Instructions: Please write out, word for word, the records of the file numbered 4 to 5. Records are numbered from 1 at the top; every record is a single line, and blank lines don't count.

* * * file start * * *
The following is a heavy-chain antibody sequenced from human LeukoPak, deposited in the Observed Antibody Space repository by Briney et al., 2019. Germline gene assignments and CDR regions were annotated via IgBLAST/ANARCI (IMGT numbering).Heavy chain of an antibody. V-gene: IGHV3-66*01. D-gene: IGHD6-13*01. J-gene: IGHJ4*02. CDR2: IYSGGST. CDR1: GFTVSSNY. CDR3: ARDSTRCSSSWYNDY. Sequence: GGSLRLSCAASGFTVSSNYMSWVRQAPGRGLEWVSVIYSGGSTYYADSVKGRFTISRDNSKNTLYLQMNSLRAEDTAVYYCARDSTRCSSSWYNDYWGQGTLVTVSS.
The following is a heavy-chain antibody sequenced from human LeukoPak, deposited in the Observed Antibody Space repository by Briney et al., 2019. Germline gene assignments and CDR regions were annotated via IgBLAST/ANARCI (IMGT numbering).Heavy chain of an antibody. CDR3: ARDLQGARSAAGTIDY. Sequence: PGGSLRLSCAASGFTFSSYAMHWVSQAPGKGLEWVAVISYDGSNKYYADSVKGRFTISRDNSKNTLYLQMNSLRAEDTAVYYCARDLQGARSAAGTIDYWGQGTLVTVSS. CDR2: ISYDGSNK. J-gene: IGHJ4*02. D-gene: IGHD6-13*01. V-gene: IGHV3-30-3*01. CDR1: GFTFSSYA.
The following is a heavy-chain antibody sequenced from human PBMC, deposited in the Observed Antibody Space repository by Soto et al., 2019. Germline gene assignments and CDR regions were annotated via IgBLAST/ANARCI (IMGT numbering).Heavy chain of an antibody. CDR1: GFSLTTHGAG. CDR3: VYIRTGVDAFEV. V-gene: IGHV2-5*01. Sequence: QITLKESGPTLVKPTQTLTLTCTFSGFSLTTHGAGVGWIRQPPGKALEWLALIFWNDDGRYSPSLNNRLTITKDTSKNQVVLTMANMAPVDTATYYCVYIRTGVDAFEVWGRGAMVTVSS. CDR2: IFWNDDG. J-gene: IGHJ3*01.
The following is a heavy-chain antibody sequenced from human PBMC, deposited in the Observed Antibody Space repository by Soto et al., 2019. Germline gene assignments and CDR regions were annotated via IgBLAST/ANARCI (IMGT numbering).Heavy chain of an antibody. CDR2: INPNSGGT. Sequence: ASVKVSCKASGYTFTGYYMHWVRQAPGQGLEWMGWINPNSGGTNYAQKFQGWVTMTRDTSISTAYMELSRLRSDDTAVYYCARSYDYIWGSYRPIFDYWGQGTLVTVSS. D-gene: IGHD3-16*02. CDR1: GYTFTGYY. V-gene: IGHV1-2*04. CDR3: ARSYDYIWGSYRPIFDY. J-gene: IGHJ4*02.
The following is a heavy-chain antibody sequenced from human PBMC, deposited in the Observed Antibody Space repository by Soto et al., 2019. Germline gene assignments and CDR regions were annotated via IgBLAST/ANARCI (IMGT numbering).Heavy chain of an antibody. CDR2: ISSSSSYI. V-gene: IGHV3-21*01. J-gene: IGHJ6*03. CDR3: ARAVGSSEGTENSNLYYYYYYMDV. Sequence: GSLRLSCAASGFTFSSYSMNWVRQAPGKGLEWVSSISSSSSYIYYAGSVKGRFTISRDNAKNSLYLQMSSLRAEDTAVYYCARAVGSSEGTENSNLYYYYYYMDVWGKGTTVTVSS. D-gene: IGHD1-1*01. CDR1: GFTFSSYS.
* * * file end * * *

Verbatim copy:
The following is a heavy-chain antibody sequenced from human PBMC, deposited in the Observed Antibody Space repository by Soto et al., 2019. Germline gene assignments and CDR regions were annotated via IgBLAST/ANARCI (IMGT numbering).Heavy chain of an antibody. CDR2: INPNSGGT. Sequence: ASVKVSCKASGYTFTGYYMHWVRQAPGQGLEWMGWINPNSGGTNYAQKFQGWVTMTRDTSISTAYMELSRLRSDDTAVYYCARSYDYIWGSYRPIFDYWGQGTLVTVSS. D-gene: IGHD3-16*02. CDR1: GYTFTGYY. V-gene: IGHV1-2*04. CDR3: ARSYDYIWGSYRPIFDY. J-gene: IGHJ4*02.
The following is a heavy-chain antibody sequenced from human PBMC, deposited in the Observed Antibody Space repository by Soto et al., 2019. Germline gene assignments and CDR regions were annotated via IgBLAST/ANARCI (IMGT numbering).Heavy chain of an antibody. CDR2: ISSSSSYI. V-gene: IGHV3-21*01. J-gene: IGHJ6*03. CDR3: ARAVGSSEGTENSNLYYYYYYMDV. Sequence: GSLRLSCAASGFTFSSYSMNWVRQAPGKGLEWVSSISSSSSYIYYAGSVKGRFTISRDNAKNSLYLQMSSLRAEDTAVYYCARAVGSSEGTENSNLYYYYYYMDVWGKGTTVTVSS. D-gene: IGHD1-1*01. CDR1: GFTFSSYS.